Why The Person I Worked Harder Than Deserved To Get Promoted Before I Did

by Christian Bonilla

For people who were always successful in school, spending 20-odd years winning in the classroom can be poor preparation for the business world.

Our education system conditions people to think of success as a simple function of effort, because that's how school usually works. Study more than everyone else and you'll be at or near the top of the class. Applying that same formula to your career works up to a point, but the "Hard Work Paradox" dictates that as the stakes in your career go up, working hard won't guarantee success.

I can say, as one of those people who mostly aced their academic career, seeing someone in your peer group advance ahead of you can be unnerving. Even if you're happy for the other person, it still feels like losing, and losing sucks at any age.

About a year into my first job out of college at a large consulting firm, I thought I was doing great. A good relationship with my manager, getting the hang of the business... I thought I was at the top of the class yet again. Then one day, I saw the email from my group's managing director that "Michael” (not his real name), another analyst whom I had started alongside fresh out of college, had been promoted after less than a year.

It didn't matter that I liked Michael and wasn't interested in what his new team was doing. I was a little freaked out. So many questions needed answers: How did Michael get promoted so quickly? How does our managing director even know him? Does she know what I'm working on? Oh sh*t.

It's not a reaction that I'm proud to recall, but that moment of anxiety is something to which I think many can relate. I thought that I was doing all the right things and getting noticed, and then I got lapped. The rest of us responded to the news of Michael's promotion the only way we knew how: We tried to outwork each other and catch up.

In hindsight, my reaction was as silly as it was simplistic. It was simplistic because even though working that much harder wasn't easy, it was an easy answer to my questions. I've learned that it takes zero critical thinking or creativity to just work harder. Even though I didn't have a productivity problem and was working 12-14 hour days already, I treated Michael's promotion as a call to work ever longer hours. Nothing against work ethic, but that wasn't what I needed.

What I should have done, instead, was step back and look for ways to contribute more meaningfully to the business. I should have considered what it really means to be good at your job and how to do that rather than just work "harder."

My inability to see the bigger picture robbed me of a lot of experiences in my early 20s that would have been more fun than banging my head against the desk at work. At the very least, I probably could have gotten more sleep and been healthier.

"Working Smarter" is a real thing.

The most ridiculous thing about how I handled the situation was that Michael didn't work any harder than I did. He wasn't “smarter” than I was either, or at least not in the IQ sense. So what was going on?

It took me a while to realize it, but the biggest difference was that Michael spent a high percentage of his time on things that mattered. He created significantly more value for the business, not to mention visibility for himself, from each hour of his time than I did.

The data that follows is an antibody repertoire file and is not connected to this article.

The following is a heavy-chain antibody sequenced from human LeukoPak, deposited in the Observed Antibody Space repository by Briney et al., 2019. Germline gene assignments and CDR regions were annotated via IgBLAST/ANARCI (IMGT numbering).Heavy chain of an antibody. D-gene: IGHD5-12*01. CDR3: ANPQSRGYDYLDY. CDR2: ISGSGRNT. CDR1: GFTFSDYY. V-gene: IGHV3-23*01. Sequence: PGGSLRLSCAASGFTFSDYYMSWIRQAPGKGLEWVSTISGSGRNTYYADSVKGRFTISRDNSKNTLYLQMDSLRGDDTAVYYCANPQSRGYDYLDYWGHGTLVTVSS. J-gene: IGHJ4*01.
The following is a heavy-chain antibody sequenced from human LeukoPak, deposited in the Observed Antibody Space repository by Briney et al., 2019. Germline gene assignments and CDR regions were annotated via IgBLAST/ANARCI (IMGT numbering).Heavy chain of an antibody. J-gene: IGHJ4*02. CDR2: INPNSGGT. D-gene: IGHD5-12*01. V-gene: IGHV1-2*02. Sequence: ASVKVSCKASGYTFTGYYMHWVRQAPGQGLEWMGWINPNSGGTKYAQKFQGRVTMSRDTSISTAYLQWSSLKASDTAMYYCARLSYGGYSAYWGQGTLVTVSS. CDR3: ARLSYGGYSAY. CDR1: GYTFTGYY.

If I wanted to emulate Michael's rapid ascent, I needed to create more value, not just do more of the same even faster. Understanding how Michael came to work on such cool, important projects in the first place is what led me to figuring out a better way to work.

While I was dutifully plowing away on whatever my manager assigned, Michael spotted a big project on another team that aligned with his interests and background and decided to get involved. That team was short-staffed at the time, and their work had our executives' attention because it served some VIP clients. It wasn't part of Michael's job description, but he saw an opportunity to do something bigger and just went after it. It worked.

Management was eager to shift Michael's responsibilities around so that he could ensure success on a critical project (it helped that he had some technical chops they needed). As a result, he spent close to 100 percent of his time working on something that interested him, added major value to the business and built his network in the company. When they rearranged Michael's responsibilities around, the rest of us probably picked up the slack. In other words, Michael got his peers to "subsidize" his career move.

So while I was chugging Red Bulls and putting cover sheets on my TPS reports, Michael found a way he could make the business more successful. In so doing, he sent a message to the management team that he was focused on the ultimate business outcomes — the best way to build trust with your bosses.

That's a powerful brand to have at such a young age.

When his project wrapped up, Michael presented his contributions to a bunch of other project leads. I remember seeing that senior staff felt comfortable taking off the kid gloves and really peppering him with tough questions like he was a peer rather than a junior guy who was still learning the ropes. That was the most telling sign that he had earned their trust and respect and that he was indeed on the fast track. Pretty soon, other teams were angling to get Michael onto their projects for a rotation. That's what career momentum looks like.

Here's the takeaway.

It doesn't take a genius to spend every waking hour at the office. If your plan is to simply outwork 100 percent of your peers at all times, you will inevitably fail at some point and risk burning yourself out in the process.Your energy is better spent figuring out how you can make the business you work for more successful by solving real problems.